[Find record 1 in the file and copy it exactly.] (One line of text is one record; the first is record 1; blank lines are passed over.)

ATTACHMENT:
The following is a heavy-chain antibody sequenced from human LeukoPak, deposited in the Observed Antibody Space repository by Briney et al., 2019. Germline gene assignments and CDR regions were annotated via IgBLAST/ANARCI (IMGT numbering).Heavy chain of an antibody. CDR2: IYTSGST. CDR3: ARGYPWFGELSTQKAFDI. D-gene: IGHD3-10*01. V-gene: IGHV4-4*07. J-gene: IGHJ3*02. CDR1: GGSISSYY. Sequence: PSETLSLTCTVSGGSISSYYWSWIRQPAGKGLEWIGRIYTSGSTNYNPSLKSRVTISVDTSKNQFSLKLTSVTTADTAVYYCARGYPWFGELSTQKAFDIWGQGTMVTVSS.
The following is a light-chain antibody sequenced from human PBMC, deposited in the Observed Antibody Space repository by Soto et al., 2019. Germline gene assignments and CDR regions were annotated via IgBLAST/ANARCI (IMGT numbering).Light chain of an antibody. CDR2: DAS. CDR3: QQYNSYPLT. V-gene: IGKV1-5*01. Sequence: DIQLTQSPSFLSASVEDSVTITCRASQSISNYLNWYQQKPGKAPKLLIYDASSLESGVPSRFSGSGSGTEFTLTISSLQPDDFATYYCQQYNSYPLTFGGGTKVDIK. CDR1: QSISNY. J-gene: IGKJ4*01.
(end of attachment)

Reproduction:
The following is a heavy-chain antibody sequenced from human LeukoPak, deposited in the Observed Antibody Space repository by Briney et al., 2019. Germline gene assignments and CDR regions were annotated via IgBLAST/ANARCI (IMGT numbering).Heavy chain of an antibody. CDR2: IYTSGST. CDR3: ARGYPWFGELSTQKAFDI. D-gene: IGHD3-10*01. V-gene: IGHV4-4*07. J-gene: IGHJ3*02. CDR1: GGSISSYY. Sequence: PSETLSLTCTVSGGSISSYYWSWIRQPAGKGLEWIGRIYTSGSTNYNPSLKSRVTISVDTSKNQFSLKLTSVTTADTAVYYCARGYPWFGELSTQKAFDIWGQGTMVTVSS.